Remaining optimistic about near-term industry forecasts, John Flynn, CEO of Fleet Advantage, explains how the rapidly changing dynamics of the trucking industry are converging with more traditional indicators — like current fleet age and replacement demand — to drive the market.
Demand for heavy over-the-road truck equipment increased sharply during the last two quarters of 2011, and the order board quickly exceeded the manufacturers’ capacity to produce new equipment. In response to a major increase of incoming orders and an anticipated uptick in volume for 2012, the industry began increasing capacity in the first quarter of 2012 by expanding facilities through additional shifts at current operating plants.
The incoming order board weakened in the first and second quarters and did not produce enough orders to meet the added Original Equipment Manufacturer (OEM) capacity increases. To remedy what was perceived to be a short-term problem, the OEMs began building from their backlog, which has been reduced from approximately 125,000 units in January to 67,000 units in August. The backlog and lead times remain well below recent highs.
Although demand for Class 8 tractor equipment has been erratic throughout the year, we have started to see some stability returning as we enter the fourth quarter. According to ACT Research, “Class 8 net orders rose to their highest level in October since the start of the year on both an actual and seasonally adjusted basis. Seasonally adjusted, the volume was 22,900 units.” We expect strong demand to continue through the end of the year and are forecasting the Class 8 tractor build for 2012 to be between 275,000 and 280,000 units, while actual retail sales of delivered units to end-users are estimated at 280,000.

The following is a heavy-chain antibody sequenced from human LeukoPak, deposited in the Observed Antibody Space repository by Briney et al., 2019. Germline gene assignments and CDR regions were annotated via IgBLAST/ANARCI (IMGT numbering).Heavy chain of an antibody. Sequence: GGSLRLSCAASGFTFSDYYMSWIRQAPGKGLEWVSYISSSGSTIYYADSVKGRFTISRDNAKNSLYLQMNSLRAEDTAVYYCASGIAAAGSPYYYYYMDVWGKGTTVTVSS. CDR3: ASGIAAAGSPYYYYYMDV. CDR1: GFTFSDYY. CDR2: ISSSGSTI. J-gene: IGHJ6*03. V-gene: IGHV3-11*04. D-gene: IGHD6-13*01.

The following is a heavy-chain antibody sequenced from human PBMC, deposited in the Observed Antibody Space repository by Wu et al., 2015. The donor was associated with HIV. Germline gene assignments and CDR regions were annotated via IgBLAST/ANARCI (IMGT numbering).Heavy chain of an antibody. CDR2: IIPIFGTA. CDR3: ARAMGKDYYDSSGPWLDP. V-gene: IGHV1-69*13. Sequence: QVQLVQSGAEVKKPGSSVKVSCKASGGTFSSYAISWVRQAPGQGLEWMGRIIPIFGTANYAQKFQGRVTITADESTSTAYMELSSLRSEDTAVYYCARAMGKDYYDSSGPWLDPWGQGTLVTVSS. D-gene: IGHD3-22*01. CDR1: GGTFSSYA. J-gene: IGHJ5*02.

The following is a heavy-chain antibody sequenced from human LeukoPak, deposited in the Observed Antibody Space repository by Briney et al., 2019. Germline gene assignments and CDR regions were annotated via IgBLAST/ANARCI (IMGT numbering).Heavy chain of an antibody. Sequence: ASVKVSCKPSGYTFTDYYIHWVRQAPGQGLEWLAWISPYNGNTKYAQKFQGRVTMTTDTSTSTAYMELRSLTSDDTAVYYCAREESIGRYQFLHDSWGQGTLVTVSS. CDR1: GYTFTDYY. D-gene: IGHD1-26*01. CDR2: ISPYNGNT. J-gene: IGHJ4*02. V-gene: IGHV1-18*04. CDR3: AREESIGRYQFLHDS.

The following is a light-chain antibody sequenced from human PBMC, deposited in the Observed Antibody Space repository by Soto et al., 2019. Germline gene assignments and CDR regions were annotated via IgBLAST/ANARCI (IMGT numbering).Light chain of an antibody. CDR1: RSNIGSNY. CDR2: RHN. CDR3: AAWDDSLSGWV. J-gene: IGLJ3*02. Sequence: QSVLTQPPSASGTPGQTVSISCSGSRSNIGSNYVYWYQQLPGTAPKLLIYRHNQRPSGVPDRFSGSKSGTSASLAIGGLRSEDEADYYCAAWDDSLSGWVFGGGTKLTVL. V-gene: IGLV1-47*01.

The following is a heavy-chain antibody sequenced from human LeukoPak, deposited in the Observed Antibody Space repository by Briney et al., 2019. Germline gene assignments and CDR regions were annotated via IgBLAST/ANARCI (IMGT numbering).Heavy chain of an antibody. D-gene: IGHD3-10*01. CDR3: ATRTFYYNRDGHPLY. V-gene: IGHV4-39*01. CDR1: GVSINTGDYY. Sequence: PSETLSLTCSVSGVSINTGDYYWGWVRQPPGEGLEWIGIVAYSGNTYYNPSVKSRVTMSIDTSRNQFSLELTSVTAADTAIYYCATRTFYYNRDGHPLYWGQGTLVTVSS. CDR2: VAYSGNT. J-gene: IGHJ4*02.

There is still a high level of economic uncertainty — particularly in the wake of the recent elections — but positive trends in the industry and underlying market fundamentals remain favorable. The housing market appears to be improving, freight levels remain positive and carriers and end-user customers continue to be profitable. In addition, the average age of the Class 8 fleet is near an all-time high of 6.7 years and the size of the truck fleet is well below the peak in 2007, which would indicate some real upside opportunity.
Even though Class 8 retail sales have returned to more normalized levels after lagging below replacement levels for the prior four years, replacement needs continue to drive demand. We expect this to change over time as replacement demand transitions to growth demand. These factors will contribute to improve metrics as the market recovers from the recent slowdown and volume starts to increase. The next few months should provide a good indication of production and demand levels for 2013.
In fact, there is growing optimism. According to a report published by CK Commercial Vehicle Research, “intentions to buy heavy trucks jumps to 62%, a six-year high.” The report further stated, “nearly two-thirds of respondents to a Fleet Sentiment Report plan to order a truck in the next three months, the highest since 2006. The 62% compares with 41% in Q3 and 52% a year ago. While year-end improvement in orders is typical, buying optimism may support higher Class 8 orders heading into 2013.”
Economic Obsolescence Versus Functional Obsolescence
New truck technologies are advancing at a rapid pace and are drastically impacting how well-informed fleet operators acquire, operate and manage their equipment. These advances — taken in conjunction with rising fuel and maintenance costs – are causing the market to recognize the difference between “functional obsolescence” and “economic obsolescence.”